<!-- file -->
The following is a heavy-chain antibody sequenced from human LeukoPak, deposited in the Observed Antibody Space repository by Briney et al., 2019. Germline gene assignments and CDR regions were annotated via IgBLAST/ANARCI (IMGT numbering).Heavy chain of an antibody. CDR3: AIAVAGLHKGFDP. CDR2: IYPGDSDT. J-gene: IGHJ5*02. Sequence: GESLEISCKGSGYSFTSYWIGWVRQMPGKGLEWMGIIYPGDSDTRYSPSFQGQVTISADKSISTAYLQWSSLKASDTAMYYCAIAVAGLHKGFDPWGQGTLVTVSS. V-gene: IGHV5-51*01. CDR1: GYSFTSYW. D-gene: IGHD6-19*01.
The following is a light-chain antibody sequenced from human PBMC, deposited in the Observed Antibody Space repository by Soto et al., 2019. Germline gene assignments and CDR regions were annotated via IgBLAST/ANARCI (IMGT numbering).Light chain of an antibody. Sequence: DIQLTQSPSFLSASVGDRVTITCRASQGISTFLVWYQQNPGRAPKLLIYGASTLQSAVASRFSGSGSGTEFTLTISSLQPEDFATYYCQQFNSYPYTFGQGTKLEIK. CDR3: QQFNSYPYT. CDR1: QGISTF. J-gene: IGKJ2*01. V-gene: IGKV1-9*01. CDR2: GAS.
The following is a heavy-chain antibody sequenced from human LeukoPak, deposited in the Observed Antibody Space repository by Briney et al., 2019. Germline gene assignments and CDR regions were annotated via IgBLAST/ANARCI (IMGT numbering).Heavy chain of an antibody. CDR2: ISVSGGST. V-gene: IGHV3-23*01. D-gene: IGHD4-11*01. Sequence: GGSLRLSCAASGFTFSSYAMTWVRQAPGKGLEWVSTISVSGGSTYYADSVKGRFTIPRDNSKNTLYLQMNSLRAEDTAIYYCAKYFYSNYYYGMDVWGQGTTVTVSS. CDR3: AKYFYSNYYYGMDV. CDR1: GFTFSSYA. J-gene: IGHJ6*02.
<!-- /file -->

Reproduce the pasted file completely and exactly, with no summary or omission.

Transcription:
The following is a heavy-chain antibody sequenced from human LeukoPak, deposited in the Observed Antibody Space repository by Briney et al., 2019. Germline gene assignments and CDR regions were annotated via IgBLAST/ANARCI (IMGT numbering).Heavy chain of an antibody. CDR3: AIAVAGLHKGFDP. CDR2: IYPGDSDT. J-gene: IGHJ5*02. Sequence: GESLEISCKGSGYSFTSYWIGWVRQMPGKGLEWMGIIYPGDSDTRYSPSFQGQVTISADKSISTAYLQWSSLKASDTAMYYCAIAVAGLHKGFDPWGQGTLVTVSS. V-gene: IGHV5-51*01. CDR1: GYSFTSYW. D-gene: IGHD6-19*01.
The following is a light-chain antibody sequenced from human PBMC, deposited in the Observed Antibody Space repository by Soto et al., 2019. Germline gene assignments and CDR regions were annotated via IgBLAST/ANARCI (IMGT numbering).Light chain of an antibody. Sequence: DIQLTQSPSFLSASVGDRVTITCRASQGISTFLVWYQQNPGRAPKLLIYGASTLQSAVASRFSGSGSGTEFTLTISSLQPEDFATYYCQQFNSYPYTFGQGTKLEIK. CDR3: QQFNSYPYT. CDR1: QGISTF. J-gene: IGKJ2*01. V-gene: IGKV1-9*01. CDR2: GAS.
The following is a heavy-chain antibody sequenced from human LeukoPak, deposited in the Observed Antibody Space repository by Briney et al., 2019. Germline gene assignments and CDR regions were annotated via IgBLAST/ANARCI (IMGT numbering).Heavy chain of an antibody. CDR2: ISVSGGST. V-gene: IGHV3-23*01. D-gene: IGHD4-11*01. Sequence: GGSLRLSCAASGFTFSSYAMTWVRQAPGKGLEWVSTISVSGGSTYYADSVKGRFTIPRDNSKNTLYLQMNSLRAEDTAIYYCAKYFYSNYYYGMDVWGQGTTVTVSS. CDR3: AKYFYSNYYYGMDV. CDR1: GFTFSSYA. J-gene: IGHJ6*02.